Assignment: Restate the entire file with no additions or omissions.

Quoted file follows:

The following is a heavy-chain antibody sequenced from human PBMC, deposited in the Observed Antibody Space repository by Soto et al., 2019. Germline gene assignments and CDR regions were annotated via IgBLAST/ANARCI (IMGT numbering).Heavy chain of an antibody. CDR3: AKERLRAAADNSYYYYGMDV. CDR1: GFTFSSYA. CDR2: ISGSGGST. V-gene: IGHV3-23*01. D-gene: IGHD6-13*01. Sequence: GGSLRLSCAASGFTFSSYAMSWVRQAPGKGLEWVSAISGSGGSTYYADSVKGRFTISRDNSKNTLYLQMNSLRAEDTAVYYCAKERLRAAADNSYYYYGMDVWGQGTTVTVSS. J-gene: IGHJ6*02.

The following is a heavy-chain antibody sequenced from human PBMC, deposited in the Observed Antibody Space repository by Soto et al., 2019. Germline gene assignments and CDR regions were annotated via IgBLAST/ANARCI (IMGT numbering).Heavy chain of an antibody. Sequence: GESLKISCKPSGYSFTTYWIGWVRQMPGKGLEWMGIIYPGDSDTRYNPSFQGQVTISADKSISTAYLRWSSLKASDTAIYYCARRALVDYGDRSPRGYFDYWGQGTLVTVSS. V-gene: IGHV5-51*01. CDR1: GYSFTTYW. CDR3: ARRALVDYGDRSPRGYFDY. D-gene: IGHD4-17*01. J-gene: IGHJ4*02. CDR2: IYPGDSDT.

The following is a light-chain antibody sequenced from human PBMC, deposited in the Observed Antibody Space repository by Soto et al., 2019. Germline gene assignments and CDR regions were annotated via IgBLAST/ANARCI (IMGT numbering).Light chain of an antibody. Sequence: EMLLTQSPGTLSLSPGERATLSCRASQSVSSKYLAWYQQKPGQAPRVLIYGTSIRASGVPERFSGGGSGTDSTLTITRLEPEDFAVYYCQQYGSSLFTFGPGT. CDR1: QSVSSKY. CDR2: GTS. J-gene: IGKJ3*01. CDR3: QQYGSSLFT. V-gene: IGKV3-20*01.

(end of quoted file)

The following is a heavy-chain antibody sequenced from human PBMC, deposited in the Observed Antibody Space repository by Soto et al., 2019. Germline gene assignments and CDR regions were annotated via IgBLAST/ANARCI (IMGT numbering).Heavy chain of an antibody. CDR3: AKERLRAAADNSYYYYGMDV. CDR1: GFTFSSYA. CDR2: ISGSGGST. V-gene: IGHV3-23*01. D-gene: IGHD6-13*01. Sequence: GGSLRLSCAASGFTFSSYAMSWVRQAPGKGLEWVSAISGSGGSTYYADSVKGRFTISRDNSKNTLYLQMNSLRAEDTAVYYCAKERLRAAADNSYYYYGMDVWGQGTTVTVSS. J-gene: IGHJ6*02.

The following is a heavy-chain antibody sequenced from human PBMC, deposited in the Observed Antibody Space repository by Soto et al., 2019. Germline gene assignments and CDR regions were annotated via IgBLAST/ANARCI (IMGT numbering).Heavy chain of an antibody. Sequence: GESLKISCKPSGYSFTTYWIGWVRQMPGKGLEWMGIIYPGDSDTRYNPSFQGQVTISADKSISTAYLRWSSLKASDTAIYYCARRALVDYGDRSPRGYFDYWGQGTLVTVSS. V-gene: IGHV5-51*01. CDR1: GYSFTTYW. CDR3: ARRALVDYGDRSPRGYFDY. D-gene: IGHD4-17*01. J-gene: IGHJ4*02. CDR2: IYPGDSDT.

The following is a light-chain antibody sequenced from human PBMC, deposited in the Observed Antibody Space repository by Soto et al., 2019. Germline gene assignments and CDR regions were annotated via IgBLAST/ANARCI (IMGT numbering).Light chain of an antibody. Sequence: EMLLTQSPGTLSLSPGERATLSCRASQSVSSKYLAWYQQKPGQAPRVLIYGTSIRASGVPERFSGGGSGTDSTLTITRLEPEDFAVYYCQQYGSSLFTFGPGT. CDR1: QSVSSKY. CDR2: GTS. J-gene: IGKJ3*01. CDR3: QQYGSSLFT. V-gene: IGKV3-20*01.